In 2007 one of the most important recent archaeological discoveries in Egypt were made in Wadi (Chor) Abu Subeira near Aswan: A team led by Adel Kelany of the Supreme Council of Antiquities (SCA) found a stunning assemblage of petroglyphs dating to the Late Palaeolithic era (c. 15-20.000 years ago).
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New research marking the bicentenary of Luddism – a workers’ uprising which swept through parts of England in 1812 – has thrown into question whether it really was the moment at which working class Britain found its political voice.
In the face of mass deforestation of the Amazon, we could learn from its earliest inhabitants who managed their farmland sustainably.
Loughborough University designers will be using the latest 3D digital technologies to help restore ancient artefacts from the Palace Museum in Beijing.
Researchers studying human origins should develop standards for determining whether markings on fossil bones were made by stone tools or by biting animals, Indiana University faculty member Jackson Njau writes in an article this week in the journal Science.
In the sacred place of Tenochtitlan, archaeologists from INAH-Conaculta (The Mexican National Institute of Anthropology and History and the Mexican National Council for Culture and the Arts), have found 23 tombstones over 550 years old, with etched images of snakes, prisoners, ornaments and warriors, which, as a whole, appears to depict the story alluding to the birth of Huitzilopochtli and the origins of the Holy War between the Mexicas.
Researchers at the Nottingham Trent University have gathered new evidence that a 4000-year-old monolith was aligned to be an astronomical marker.
The seas are creeping higher as the planet warms, but scientists have not yet reached a consensus about how high they may go.
A new fossil discovery from Eastern Africa called the Burtele foot indicates Australopithecus afarensis, an early relative of modern humans, may not have been the only hominin to walk the plains and woodlands of what is now the Afar region of Ethiopia some 3.4 million years ago.
Typology – the classification of objects, structures, or specimens by sub-dividing observed populations into a theoretical sequence or series of groups (types) and subgroups (subtypes) according to consideration of their qualitative, quantitative, morphological, formal, technological, and functional attributes (Darvill 2003: 443).
Impervious to the effects of chemical or physical weathering, the pigment was applied to pottery, sculpture, and murals in Mesoamerica largely during the Classic and Postclassic periods (AD 250-1520), playing a central role in ancient Maya religious practice. This unusual blue paint was used to coat the victims of human sacrifice and the altars on which they were dispatched.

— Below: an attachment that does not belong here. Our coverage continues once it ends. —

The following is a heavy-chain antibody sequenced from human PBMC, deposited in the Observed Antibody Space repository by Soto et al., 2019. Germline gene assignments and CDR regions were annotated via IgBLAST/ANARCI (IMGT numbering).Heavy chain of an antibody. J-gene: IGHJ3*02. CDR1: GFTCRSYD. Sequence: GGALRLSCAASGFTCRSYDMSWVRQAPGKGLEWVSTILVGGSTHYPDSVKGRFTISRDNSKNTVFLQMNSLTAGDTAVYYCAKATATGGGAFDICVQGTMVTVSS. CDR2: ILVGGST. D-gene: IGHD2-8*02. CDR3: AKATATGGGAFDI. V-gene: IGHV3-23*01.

An international team led by the University of Toronto and Hebrew University has identified the earliest known evidence of the use of fire by human ancestors. Microscopic traces of wood ash, alongside animal bones and stone tools, were found in a layer dated to one million years ago at the Wonderwerk Cave in South Africa.
For more than a century and a half, scientists and tourists have visited massive animal-shaped mounds, such as Serpent Mound in Ohio, created by the indigenous people of North America.
Cleveland . . . A team of scientists has announced the discovery of a 3.4 million-year-old partial foot from the Woranso-Mille area of the Afar region of Ethiopia.
Operation Nightingale – A project currently being deployed in the armed forces to help rehabilitate injured solders through archaeological investigations have discovered a hypocaust system and standing walls from a substantial roman building in Wales.
Harvard University educated archaeologist and president of the Paleontological Research Corporation, Dr. Joel Klenck, states that recent archaeological discoveries are revealing new aspects of cult practices of ancient inhabitants in the Levant.
Harvard University educated archaeologist and president of the Paleontological Research Corporation, Dr. Joel Klenck, states an array of archaeological discoveries evidence a crisis during the reign of the Egyptian Pharaoh Thutmose II (ca. 1,492-1,479 B.C.) in the Eighteenth Dynasty.
All cattle are descended from as few as 80 animals that were domesticated from wild ox in the Near East some 10,500 years ago, according to a new genetic study.
Large numbers of people moved between Africa and Europe during recent and well-documented time periods such as the Roman Empire, the Arab conquest, and the slave trade, and genetic evidence of these migrations lives on in Europeans today. But were there more ancient migrations?
Crossrail archaeologists have uncovered evidence of the historic Thames Ironworks and Shipbuilding Company that closed down a century ago.
Salt beef, sea biscuits and the occasional weevil; the food endured by sailors during the Napoleonic wars is seldom imagined to be appealing.
There are 21st century ideas in prospect for the 800 year old Leper Chapel in East Cambridge following a unique collaboration between Cambridge Past, Present and Future, and an Architecture student at the University of Cambridge.